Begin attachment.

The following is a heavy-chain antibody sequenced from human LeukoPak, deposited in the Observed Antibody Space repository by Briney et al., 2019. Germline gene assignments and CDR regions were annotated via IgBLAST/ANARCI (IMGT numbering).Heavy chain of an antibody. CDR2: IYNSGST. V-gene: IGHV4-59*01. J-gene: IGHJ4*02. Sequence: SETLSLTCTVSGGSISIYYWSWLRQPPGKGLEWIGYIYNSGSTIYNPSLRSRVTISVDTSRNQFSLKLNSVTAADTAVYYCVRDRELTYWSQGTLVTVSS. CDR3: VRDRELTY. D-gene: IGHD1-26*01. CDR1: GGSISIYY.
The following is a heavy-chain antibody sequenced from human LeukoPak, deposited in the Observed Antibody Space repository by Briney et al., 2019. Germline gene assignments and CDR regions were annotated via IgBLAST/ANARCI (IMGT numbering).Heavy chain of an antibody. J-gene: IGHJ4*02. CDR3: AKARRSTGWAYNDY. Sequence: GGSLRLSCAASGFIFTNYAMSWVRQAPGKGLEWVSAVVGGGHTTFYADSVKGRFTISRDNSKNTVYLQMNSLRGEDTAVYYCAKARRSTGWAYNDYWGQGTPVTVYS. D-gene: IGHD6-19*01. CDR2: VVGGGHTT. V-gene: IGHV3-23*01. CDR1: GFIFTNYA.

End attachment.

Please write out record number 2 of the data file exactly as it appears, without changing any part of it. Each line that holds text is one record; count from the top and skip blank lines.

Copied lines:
The following is a heavy-chain antibody sequenced from human LeukoPak, deposited in the Observed Antibody Space repository by Briney et al., 2019. Germline gene assignments and CDR regions were annotated via IgBLAST/ANARCI (IMGT numbering).Heavy chain of an antibody. J-gene: IGHJ4*02. CDR3: AKARRSTGWAYNDY. Sequence: GGSLRLSCAASGFIFTNYAMSWVRQAPGKGLEWVSAVVGGGHTTFYADSVKGRFTISRDNSKNTVYLQMNSLRGEDTAVYYCAKARRSTGWAYNDYWGQGTPVTVYS. D-gene: IGHD6-19*01. CDR2: VVGGGHTT. V-gene: IGHV3-23*01. CDR1: GFIFTNYA.